Caregiver's Home Companion Caring for someone who has trouble hearing the phone?
The Caregiver's  Home Companion

March 26, 2009
Know the Many Possible Causes of Memory Loss

March 5, 2009
Successful Caregiver Advocacy

January 29, 2009
Possible Ways to Cut Your Prescription Costs

January 15, 2009
You're Not Alone: Caregiving Views from Around the World

Spousal Archive

Take Our PollThe Caregiver's Marketplace

Shop Now in the
Caregiver's e-Mall

Our Caregiver's e-Mall is filling up with great stores and a growing number of items just in time for the holidays. Whether you browse and find a book or tape to help you with caregiving, or come across a wonderful gift for a friend or family member, the e-Mall can be your source for easy shopping and gift-giving.

So, click on the dark blue Caregiver's e-Mall buttons throughout our site and enter a comfortable, secure shopping experience with major merchants while avoiding the hassle of having to find a parking place or matching your shopping hours with someone else's. Our mall is just a click away and is open 24 hours every day.

Watch for additional stores opening in the e-Mall soon!



Posted: August 04, 2005

Spousal Caregiving

Heroic Virtue: A Platform for Caregiving

Bill Andrew

Are you a "virtuous" spousal caregiver? Do you lead a "virtuous life" as a spousal caregiver? Are you a "heroic" caregiver? Do you practice "heroic virtue" as the foundation for your spousal caregiving? By definition, a spousal caregiver IS "heroic," undoubtedly practices "heroic virtue," and doesn't even know that they are doing it! But what are virtues and what is heroic virtue?

What Are Virtues?

According to its etymology (the study of the sources and development of words), the word virtue (Latin virtus) signifies manliness or courage. Taken in its widest sense, virtue means the excellence of perfection of a thing. As used by moral philosophers and theologians, it signifies a habit super-added to a faculty of the soul -- disposing it to elicit, with readiness, acts that conform to our rational nature. St. Augustine said that "virtue is a good habit consonant with our nature." St. Thomas defined virtue as "habitus operativus bonus" (an operative habit essentially good). Virtue disposes a determination to perform a designated activity -- specifically good acts in consonance with right reason.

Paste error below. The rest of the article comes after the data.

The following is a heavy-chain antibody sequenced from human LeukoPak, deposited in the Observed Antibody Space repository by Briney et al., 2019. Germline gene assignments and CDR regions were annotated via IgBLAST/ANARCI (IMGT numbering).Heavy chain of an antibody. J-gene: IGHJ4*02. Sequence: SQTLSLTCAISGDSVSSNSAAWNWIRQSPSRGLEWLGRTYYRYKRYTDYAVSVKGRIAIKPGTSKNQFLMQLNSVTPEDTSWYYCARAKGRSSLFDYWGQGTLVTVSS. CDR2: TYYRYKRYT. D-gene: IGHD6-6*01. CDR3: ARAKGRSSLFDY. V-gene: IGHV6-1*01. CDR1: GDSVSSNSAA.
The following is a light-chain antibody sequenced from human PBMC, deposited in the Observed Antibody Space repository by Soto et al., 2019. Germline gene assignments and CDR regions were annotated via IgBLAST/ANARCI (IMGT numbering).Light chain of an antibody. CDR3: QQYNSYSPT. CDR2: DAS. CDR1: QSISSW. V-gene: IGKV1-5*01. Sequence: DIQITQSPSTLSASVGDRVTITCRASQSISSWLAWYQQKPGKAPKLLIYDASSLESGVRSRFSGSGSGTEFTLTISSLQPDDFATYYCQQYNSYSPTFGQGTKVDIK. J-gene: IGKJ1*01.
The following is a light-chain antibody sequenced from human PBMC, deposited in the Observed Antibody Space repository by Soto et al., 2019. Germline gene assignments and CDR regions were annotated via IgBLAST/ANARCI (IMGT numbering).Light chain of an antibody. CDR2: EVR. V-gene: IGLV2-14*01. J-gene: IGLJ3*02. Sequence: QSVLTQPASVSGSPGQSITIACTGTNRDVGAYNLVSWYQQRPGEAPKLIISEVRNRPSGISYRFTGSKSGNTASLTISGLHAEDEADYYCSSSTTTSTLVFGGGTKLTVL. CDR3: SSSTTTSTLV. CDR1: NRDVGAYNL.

The writers of the classical period developed various lists of virtues and divided them in different ways. For example, Aristotle divided all virtues into those that were moral (having to do with character) and those that were intellectual (having to do with the mind). St. Thomas Aquinas grouped four key virtues together as the Cardinal virtues: justice, wisdom (prudence), courage (fortitude), and moderation (temperance; self-control). These "natural" or cardinal virtues can be traced back to Socrates, Plato, and Aristotle. (The term cardinal comes from the Latin "cardo", a hinge, because all the other virtues hinged or pivoted on these four). St. Paul added the Theological virtues of faith, hope, and love (charity) -- which, in the Christian teaching, do not originate naturally in humanity but are, instead, imparted by God through Jesus Christ and then practiced by the believer. The Theological virtues came to be seen as the supreme virtues with the greatest of these being love (charity).